SXSW “Does Not Agree” With Texas Governor Telling Boycotting Artists “Don’t Come Back”

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After Texas Gov. Greg Abbott told artists boycotting SXSW over its U.S. Army sponsorship, “don’t come back,” the Austin-based festival is saying that it does not agree with that sentiment. “We are an organization that welcomes diverse viewpoints,” the fest said in an Instagram post Tuesday.

In the lead-up to SXSW, multiple musical acts that were scheduled to perform pulled out, citing the U.S. Army’s “super” sponsorship of the festival, as well as American support of Israel’s war in Gaza. (Other “super” sponsors, which are granted the highest level of visibility at the fest, include Volkswagen, Porsche and Delta.) In all, 60 artists are said to be skipping the fest.

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Abbott wrote on X on Tuesday: “Bands pull out of SXSW over U.S. Army sponsorship. Bye. Don’t come back. Austin remains the HQ for the Army Futures Command. San Antonio is Military City USA. We are proud of the U.S. military in Texas. If you don’t like it, don’t come here.”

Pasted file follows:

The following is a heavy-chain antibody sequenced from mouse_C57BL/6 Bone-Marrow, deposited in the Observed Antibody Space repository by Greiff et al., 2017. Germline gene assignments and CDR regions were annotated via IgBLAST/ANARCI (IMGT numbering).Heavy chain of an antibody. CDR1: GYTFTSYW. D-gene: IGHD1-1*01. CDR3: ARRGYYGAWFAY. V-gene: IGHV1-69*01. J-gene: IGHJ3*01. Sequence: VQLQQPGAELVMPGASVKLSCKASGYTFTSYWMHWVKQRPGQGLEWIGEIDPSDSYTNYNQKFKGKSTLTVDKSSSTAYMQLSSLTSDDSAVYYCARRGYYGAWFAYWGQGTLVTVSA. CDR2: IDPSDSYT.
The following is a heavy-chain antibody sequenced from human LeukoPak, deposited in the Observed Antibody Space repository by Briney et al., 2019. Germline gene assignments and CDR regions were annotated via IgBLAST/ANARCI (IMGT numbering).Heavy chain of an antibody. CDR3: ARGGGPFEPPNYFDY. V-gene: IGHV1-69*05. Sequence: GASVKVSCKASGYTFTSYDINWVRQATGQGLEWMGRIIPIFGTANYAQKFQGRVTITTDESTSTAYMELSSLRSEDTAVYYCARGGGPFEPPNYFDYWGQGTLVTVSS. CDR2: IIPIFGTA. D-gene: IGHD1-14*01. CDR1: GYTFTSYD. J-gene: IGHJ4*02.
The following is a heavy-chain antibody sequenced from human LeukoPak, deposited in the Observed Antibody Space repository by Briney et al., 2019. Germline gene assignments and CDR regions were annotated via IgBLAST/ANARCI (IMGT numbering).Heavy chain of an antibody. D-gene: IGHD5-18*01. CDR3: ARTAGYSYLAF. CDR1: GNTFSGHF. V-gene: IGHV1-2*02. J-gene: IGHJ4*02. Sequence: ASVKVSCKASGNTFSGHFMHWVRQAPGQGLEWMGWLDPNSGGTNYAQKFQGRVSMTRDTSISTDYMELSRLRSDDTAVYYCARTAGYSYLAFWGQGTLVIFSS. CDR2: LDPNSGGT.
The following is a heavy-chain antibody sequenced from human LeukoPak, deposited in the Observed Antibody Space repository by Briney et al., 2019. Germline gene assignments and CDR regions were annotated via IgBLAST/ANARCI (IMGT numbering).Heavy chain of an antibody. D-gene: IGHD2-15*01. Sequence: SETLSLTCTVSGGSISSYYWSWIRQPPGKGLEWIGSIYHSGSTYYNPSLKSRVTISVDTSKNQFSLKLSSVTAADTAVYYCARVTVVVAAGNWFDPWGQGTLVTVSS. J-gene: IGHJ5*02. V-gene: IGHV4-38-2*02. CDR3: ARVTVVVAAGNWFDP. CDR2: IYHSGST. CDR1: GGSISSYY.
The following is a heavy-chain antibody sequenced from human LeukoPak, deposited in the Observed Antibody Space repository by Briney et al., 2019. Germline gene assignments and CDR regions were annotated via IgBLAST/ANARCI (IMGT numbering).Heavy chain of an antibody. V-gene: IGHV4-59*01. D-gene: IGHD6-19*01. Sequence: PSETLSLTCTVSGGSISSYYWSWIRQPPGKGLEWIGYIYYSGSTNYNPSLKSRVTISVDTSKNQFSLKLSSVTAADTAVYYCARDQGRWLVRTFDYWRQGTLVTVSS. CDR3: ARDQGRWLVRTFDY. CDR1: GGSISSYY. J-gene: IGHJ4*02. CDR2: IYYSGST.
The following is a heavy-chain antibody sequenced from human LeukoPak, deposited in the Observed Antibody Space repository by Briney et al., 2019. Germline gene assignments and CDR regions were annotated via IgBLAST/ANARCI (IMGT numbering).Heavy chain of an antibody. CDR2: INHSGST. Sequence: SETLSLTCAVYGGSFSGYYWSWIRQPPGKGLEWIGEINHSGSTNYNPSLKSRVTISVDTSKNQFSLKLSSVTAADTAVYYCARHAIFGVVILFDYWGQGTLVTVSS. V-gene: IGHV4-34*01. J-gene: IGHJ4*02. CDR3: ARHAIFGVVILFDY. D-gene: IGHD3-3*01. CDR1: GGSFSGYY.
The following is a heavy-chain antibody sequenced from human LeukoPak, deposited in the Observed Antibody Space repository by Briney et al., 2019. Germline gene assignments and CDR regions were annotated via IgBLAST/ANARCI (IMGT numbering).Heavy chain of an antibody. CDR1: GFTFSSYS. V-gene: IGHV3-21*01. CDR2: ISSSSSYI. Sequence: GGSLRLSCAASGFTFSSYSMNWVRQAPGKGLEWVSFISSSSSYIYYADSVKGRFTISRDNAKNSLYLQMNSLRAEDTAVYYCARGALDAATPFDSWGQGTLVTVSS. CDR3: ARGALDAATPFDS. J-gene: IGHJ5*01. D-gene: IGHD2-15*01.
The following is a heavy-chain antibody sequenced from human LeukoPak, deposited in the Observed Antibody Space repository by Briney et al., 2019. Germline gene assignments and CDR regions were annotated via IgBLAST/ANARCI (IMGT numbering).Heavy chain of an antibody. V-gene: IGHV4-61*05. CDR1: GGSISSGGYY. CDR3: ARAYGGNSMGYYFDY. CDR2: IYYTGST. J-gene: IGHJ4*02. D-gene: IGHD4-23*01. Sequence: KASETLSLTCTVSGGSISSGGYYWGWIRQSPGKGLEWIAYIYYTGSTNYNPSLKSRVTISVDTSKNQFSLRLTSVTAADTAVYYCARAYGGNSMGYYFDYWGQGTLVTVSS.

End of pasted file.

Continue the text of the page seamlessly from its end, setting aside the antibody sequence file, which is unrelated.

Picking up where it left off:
“SXSW does not agree with Governor Abbott,” read a statement on the festival’s Instagram in a post that included a screenshot of Abbott’s X post. “We are an organization that welcomes diverse viewpoints. Music is the soul of SXSW, and it has long been our legacy. We fully respect the decision these artists made to exercise their right to free speech.”

The SXSW statement went on to say: “The Army’s sponsorship is a part of our commitment to bring forward ideas that help shape our world.”

The boycotting artists include the Irish rap group Kneecap, which recently was at the Sundance Film Festival starring in a film about their lives that was later picked up by Sony Pictures Classics. Other boycotting performers include Lambrini Girls, Squirrel Flower and Sprints.

“We cannot in good conscience attend an arts festival that has the U.S. Army as a ‘super sponsor’ and is platforming RTX (formerly Raytheon), Collins Aerospace and BAE Systems, the very companies selling the weapons that have murdered 31,000 Palestinians, over 21,000 of them women and children,” Kneecap says in a post on X.

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